Developing PTSD after a Car Accident
I’m Ed Smith, a Sacramento Car Accident Lawyer. People who have been involved in car accidents understand that the experience can be extremely traumatic. While there is the potential for someone to develop numerous injuries, along with property damage, some of the most serious wounds aren’t entirely visible. Some people who have been involved in road traffic crashes can develop post-traumatic stress disorder, also known as PTSD.
What is PTSD?
PTSD describes a mental and psychological issue that someone might experience following a traumatic event. Multiple stressors could trigger this state in someone. It is commonly seen in military veterans or people who have experienced other serious events, such as sexual abuse or an auto accident. Someone who has PTSD may notice a variety of symptoms, including:
Trouble Sleeping: People with PTSD could have trouble sleeping because they spend a significant amount of time thinking or worrying about the event. This stress could wake them up at night or make it challenging to fall asleep in the first place. This can cause them to feel chronically fatigued.
Repeated Flashbacks: People with PTSD canexperience recurrent flashbacks of the trauma that they experienced. These may possibly involve images of catastrophic personal injuries that they suffered or of their friends who died in a car accident or battlefield. This can impact their ability to function in everyday life.
Difficulty with Social Gatherings: When someone has PTSD, there are a variety of triggers that can send them back into that flashback state. For many people, this involves areas with loud noises. This means that at social gatherings, they could have trouble socializing with the crowd without having mental stress that incapacitates them.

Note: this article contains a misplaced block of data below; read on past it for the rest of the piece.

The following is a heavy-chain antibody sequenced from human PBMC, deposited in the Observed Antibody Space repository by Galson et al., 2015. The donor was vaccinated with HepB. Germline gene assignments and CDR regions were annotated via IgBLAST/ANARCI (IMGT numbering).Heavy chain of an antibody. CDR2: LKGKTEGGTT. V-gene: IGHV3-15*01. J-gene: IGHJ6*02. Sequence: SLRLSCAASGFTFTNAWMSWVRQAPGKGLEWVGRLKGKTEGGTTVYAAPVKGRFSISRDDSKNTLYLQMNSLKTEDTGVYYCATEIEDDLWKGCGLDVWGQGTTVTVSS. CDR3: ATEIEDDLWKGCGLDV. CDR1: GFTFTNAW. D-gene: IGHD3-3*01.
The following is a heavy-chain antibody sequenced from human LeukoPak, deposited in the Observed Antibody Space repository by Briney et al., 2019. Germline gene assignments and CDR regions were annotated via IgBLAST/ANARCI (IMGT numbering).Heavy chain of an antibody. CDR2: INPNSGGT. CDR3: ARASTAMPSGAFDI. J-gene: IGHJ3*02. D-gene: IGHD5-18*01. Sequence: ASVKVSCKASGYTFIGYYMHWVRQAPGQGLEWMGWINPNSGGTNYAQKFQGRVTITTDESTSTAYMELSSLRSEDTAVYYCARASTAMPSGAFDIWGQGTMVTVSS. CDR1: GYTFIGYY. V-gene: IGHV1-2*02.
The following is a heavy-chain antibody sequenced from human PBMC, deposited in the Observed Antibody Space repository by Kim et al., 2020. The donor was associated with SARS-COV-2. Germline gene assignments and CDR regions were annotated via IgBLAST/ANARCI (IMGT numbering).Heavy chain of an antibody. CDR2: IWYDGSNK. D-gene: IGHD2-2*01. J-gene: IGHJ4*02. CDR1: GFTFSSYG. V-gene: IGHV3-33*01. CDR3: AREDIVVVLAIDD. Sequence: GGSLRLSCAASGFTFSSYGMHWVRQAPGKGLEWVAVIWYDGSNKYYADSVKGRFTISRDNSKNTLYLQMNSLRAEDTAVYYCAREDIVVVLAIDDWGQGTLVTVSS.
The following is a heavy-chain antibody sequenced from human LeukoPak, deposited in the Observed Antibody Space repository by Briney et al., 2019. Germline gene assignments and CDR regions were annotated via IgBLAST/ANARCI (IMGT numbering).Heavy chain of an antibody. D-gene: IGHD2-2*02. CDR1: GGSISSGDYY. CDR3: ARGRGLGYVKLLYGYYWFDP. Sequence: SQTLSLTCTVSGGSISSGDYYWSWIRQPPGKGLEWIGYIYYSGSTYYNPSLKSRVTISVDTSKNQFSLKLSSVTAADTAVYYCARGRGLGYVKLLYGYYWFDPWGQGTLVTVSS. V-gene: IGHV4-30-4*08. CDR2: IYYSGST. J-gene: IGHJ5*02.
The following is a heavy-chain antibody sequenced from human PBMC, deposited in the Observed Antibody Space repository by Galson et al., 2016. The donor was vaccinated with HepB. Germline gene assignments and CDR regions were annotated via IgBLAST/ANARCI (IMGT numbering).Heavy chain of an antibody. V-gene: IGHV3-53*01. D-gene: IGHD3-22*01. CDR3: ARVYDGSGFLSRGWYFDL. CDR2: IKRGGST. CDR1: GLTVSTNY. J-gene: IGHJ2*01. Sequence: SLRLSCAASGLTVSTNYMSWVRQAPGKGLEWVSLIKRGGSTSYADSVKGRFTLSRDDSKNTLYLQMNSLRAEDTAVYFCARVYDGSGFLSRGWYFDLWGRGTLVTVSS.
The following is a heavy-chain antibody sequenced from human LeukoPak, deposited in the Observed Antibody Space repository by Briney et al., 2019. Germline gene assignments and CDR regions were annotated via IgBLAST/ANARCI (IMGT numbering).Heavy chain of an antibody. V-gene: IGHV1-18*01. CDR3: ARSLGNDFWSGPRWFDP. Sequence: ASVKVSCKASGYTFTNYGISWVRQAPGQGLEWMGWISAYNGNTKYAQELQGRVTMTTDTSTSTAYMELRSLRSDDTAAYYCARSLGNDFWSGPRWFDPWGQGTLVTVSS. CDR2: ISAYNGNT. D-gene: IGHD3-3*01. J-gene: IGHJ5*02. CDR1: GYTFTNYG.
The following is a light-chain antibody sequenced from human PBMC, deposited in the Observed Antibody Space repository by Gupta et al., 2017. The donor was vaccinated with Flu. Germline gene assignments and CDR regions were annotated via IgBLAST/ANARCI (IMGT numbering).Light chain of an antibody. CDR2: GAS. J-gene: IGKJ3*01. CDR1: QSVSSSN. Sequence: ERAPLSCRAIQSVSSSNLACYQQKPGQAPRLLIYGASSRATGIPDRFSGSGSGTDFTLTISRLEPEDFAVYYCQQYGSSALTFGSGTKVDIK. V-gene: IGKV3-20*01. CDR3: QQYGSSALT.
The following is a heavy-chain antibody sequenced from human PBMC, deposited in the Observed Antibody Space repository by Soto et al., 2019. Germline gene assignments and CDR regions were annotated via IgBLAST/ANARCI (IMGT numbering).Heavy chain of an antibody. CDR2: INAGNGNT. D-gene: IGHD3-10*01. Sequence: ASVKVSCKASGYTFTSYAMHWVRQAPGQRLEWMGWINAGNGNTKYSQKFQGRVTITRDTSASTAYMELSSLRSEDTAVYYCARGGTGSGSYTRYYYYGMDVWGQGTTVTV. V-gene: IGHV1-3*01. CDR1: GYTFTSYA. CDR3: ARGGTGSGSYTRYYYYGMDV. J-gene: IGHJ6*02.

These are only a few of the many different symptoms that someone with PTSD might experience. Their traumatic injuries can lead to a mental disorder that could impact his or her life and the lives of their loved ones.
Who is at Risk for PTSD?
After reviewing extensive studies and articles related to PTSD, researchers found some common predictors for the development of PTSD. These include:
Persistent Thinking About the Event: Those who think incessantly about the trauma that they experienced are at increased risk of developing PTSD. This includes feelings of regret or wishing that they could go back and change what happened.
Perceived Threat to Life: Those who think that they experienced a “close call” when they were involved in an accident are at an increased risk of suffering from PTSD. This includes those who survived an accident after receiving intensive medical care or who were resuscitated at the scene.
Lack of Social Support: If the people involved in the accident does not have a strong support system of family and friends to help them recover after the trauma they experienced, then they could end up developing PTSD.
Prior Episodes of Depression: Someone who suffers from depression before getting involved in a road traffic accident, or who had depression in the past, are more likely to develop PTSD than their counterparts.
Current Anxiety Disorder: If someone suffers from anxiety, they are more likely to develop PTSD in a traumatic accident than someone without the disorder. This could be anxiety about social situations, work or life.
Ancillary Fatality During the Event: Even if people survive the accident, if there was someone else who died during the event, the survivors are more likely to develop PTSD than traumatic events that do not have fatalities involved.
Watch YouTube Video: Car Crashes and PTSD. This video features a clip from Radio Health Journal which discusses how PTSD develops after traumatic car crashes.
Best Sacramento Car Accident Lawyer
I’m Ed Smith, a Sacramento Car Accident Lawyer. Post-traumatic stress disorder is a serious problem that impacts numerous people. If you or a loved one is suffering from this disorder, please call me at (916) 921-6400 or (800) 404-5400 for free, friendly advice.
I’m a member of the California chapter of the Million Dollar Advocates Forum.
Our verdicts and settlements from prior cases are available for viewing.
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